Valley Journal
Valley Journal

This Week’s e-Edition

Current Events

Latest Headlines

What's New?

Send us your news items.

NOTE: All submissions are subject to our Submission Guidelines.

Announcement Forms

Use these forms to send us announcements.

Birth Announcement

Polson girl gets her dream horse

Hey savvy news reader! Thanks for choosing local. You are now reading
1 of 3 free articles.

Subscribe now to stay in the know!

Already a subscriber? Login now

POLSON — Although it sounds like a movie, this is a story about a girl who loves horses and a young horse who trusts her.

It all began with Dixon rancher Jerry Hamel, who bought a mare with a colt at an estate sale.

The colt was out of Carl Moss’ stud, Hamel said, and was out of a McConnell-bred mare.  

He really didn’t know what to do with the colt, according to Jason Nentwig, who will be the assistant rodeo coach for Salish Kootenai College’s rodeo team.

Hamel heard that students at SKC were thinking of forming a rodeo team, so he decided to give the colt to the SKC rodeo team to raffle off.

Hamel’s wife passed away a year ago, and he said she was “always doing that kind of stuff,” such as donating to the Bread Basket Food Bank. 

One of Hamel’s friends, Darrell Cook, brought his granddaughter, Kimberly Frisk, out to see the horse. While visiting, Hamel and Cook looked up to see Kimberly petting the horse.  

“As far as I know,” Hamel said, “she’s the first one to put her hands on that colt.”

The brown and white paint stud colt, who turned two this summer, wasn’t halter broke, and hadn’t yet been gelded, Nentwig said. So they got a local vet to geld the horse, and Hamel put a halter on the colt. 

SKC rodeo club enthusiasts hauled the horse to area events, such as rodeos and the Lake County Fair, to sell tickets. 

Everywhere they took the horse, Nentwig said, Kimberly was there. Every single day, she’d pet the colt and talk to him. She even rode with Nentwig when he trailered the colt to pasture for the night. 

“She really liked him, and he trusted her,” Nentwig said.

According to her grandpa, Kimberly has always been a horse nut. Anytime there was a horse around, that’s where Kimberly would be. While he doesn’t have horses himself, Darrell does all he can to support his granddaughter’s love of the four-footed creatures.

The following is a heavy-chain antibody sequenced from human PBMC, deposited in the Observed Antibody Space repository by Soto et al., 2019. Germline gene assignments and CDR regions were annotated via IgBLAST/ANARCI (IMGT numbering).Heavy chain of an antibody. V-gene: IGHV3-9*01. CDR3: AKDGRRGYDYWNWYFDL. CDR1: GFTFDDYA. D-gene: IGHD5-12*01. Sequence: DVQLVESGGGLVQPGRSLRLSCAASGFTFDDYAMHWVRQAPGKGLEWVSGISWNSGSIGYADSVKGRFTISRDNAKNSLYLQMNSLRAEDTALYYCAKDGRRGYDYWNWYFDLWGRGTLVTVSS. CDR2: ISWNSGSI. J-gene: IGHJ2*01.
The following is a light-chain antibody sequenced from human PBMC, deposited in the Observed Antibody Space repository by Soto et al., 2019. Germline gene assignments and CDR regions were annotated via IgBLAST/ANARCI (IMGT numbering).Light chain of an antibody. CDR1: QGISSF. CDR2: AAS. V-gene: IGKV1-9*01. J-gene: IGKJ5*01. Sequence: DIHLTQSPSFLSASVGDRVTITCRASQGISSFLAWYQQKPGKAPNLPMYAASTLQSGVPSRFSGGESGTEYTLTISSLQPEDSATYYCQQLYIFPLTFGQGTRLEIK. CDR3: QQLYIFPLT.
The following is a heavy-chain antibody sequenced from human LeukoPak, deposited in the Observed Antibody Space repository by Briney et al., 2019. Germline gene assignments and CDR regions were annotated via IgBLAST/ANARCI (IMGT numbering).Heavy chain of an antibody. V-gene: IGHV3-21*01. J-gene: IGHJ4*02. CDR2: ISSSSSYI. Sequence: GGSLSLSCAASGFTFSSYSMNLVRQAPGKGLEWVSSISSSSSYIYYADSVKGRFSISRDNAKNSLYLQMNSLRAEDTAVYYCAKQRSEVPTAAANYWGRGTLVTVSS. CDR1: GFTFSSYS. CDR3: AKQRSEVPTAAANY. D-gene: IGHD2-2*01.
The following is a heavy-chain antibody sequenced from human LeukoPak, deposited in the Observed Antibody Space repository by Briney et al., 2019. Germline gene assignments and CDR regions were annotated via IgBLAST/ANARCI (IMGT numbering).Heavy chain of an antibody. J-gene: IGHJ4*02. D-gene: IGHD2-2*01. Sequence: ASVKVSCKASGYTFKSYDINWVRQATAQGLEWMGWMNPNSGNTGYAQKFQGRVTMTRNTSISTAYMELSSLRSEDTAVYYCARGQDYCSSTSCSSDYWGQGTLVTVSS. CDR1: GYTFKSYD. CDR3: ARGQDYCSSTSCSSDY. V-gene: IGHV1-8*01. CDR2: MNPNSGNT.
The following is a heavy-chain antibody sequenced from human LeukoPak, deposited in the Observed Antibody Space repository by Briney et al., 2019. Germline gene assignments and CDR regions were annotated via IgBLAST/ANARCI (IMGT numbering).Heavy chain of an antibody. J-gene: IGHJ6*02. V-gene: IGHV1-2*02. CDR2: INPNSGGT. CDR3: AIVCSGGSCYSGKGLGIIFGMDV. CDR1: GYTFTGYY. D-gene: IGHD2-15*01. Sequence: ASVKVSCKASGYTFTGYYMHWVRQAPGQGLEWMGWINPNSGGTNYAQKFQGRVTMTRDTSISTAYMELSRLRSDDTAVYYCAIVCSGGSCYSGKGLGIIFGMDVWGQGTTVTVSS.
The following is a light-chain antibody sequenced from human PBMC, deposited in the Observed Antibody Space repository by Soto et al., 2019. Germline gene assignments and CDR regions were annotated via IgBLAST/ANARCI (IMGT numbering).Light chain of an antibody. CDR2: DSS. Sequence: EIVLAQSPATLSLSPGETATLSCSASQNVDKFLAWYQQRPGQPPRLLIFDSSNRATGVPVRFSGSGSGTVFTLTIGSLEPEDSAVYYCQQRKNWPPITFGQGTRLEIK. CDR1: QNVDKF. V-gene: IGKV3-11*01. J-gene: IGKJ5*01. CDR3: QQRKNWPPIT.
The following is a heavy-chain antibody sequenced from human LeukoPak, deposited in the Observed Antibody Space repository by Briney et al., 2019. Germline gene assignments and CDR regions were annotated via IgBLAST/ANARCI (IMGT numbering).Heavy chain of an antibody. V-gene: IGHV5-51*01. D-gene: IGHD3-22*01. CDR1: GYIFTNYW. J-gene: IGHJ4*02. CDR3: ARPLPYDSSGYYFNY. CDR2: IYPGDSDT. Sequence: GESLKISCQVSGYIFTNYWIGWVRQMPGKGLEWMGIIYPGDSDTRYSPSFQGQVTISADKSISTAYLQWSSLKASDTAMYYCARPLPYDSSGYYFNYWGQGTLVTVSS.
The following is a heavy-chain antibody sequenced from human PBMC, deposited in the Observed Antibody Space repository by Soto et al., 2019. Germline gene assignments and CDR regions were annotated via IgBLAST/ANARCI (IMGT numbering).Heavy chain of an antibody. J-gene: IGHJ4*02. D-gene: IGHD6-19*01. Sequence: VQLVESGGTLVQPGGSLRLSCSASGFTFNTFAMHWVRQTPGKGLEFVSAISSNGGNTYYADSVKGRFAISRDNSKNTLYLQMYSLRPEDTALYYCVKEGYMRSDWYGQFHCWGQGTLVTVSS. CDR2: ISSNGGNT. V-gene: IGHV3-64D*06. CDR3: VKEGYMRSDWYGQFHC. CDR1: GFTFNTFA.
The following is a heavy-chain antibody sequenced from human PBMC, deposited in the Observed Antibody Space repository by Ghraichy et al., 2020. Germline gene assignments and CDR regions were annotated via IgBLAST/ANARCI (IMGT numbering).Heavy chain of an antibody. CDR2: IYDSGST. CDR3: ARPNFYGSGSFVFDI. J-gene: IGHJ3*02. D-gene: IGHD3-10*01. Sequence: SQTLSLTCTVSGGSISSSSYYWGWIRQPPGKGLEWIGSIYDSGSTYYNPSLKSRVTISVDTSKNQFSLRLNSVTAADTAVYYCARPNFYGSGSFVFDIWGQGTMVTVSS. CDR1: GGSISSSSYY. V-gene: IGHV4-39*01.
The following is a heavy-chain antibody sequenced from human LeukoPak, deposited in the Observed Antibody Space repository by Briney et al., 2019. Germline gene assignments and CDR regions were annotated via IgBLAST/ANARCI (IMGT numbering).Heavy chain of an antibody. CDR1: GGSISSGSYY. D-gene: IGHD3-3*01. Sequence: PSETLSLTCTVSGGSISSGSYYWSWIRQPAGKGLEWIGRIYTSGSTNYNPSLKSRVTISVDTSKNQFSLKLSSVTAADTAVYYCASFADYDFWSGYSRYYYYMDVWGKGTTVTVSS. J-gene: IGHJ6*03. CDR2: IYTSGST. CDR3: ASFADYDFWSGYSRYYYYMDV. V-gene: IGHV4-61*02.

“I bought raffle tickets, her mom bought tickets,” he said, hoping to win the horse for Kimberly.

However, when the winning ticket was drawn, it had Sharon Procopio’s name on it. A horsewoman and community-minded person, Procopio had bought a ticket just to support the SKC rodeo team.

Procopio was working concessions at the Indian National Finals Rodeo in Polson and didn’t hear who won when the ticket was drawn. Her husband told her she won, but she thought he was pulling her leg “because he does that.”

Procopio said when she went over to look at the horse, a young girl (Kimberly) asked if she’d be interested in selling him. Procopio wanted to think about it.

When Hamel delivered the horse, he told her about Kimberly being the first person to touch the horse, but Procopio didn’t know about Kimberly following the little gelding to all the events. 

When Nina Cook, Kimberly’s mother, phoned Procopio, she agreed to sell. She did ask if Kimberly had a place to keep the horse. Then it came down to the nuts and bolts of the deal; how much did she want for the gelding? 

“I told her I paid $10 for the ticket,” Procopio said, and that’s what she wanted. 

Nina said she about started crying on the phone.

Procopio told the family they could donate to the Polson Fairgrounds Association, which they did, and then Procopio sent the money on to the SKC rodeo team. 

“I’ve had a horse since I was way younger than Kimberly,” Procopio said. “I’ve always been fortunate to be able to enough to keep a horse. But I can only ride one.” 

“(Kimberly) will have a great future with this little horse,” she said, adding that a horse teaches a kid responsibility and most of the kids involved in horse activities, such as rodeo, showing and 4-H, seem to stay out of trouble.

“It just worked,” Nentwig said, and Kimberly got her horse. 

He’s still not really halter broke, so he had to be coaxed with another horse to get him in the trailer.

Nentwig said the horse “is a nice little guy,” and he’s already learned many manners. The gelding, who Kimberly calls Bugaboo, now lives at her grandmother’s place. 

“I like every horse. And I just kinda like him,” she said, stroking Bugaboo’s spotted neck.

Kimberly, a seventh grader at Polson Middle School, plans to get Bugaboo broke to ride, train him to run barrels and then breakaway rope on him. According to her grandmother, Kimberly has many rodeoing family members who should be able to help her train the colt.

As Bugaboo is just barely two, Kimberly’s plans could take a while.

“I was really happy it turned out the way it did,” Procopio said.

So is Kimberly. 


Sponsored by: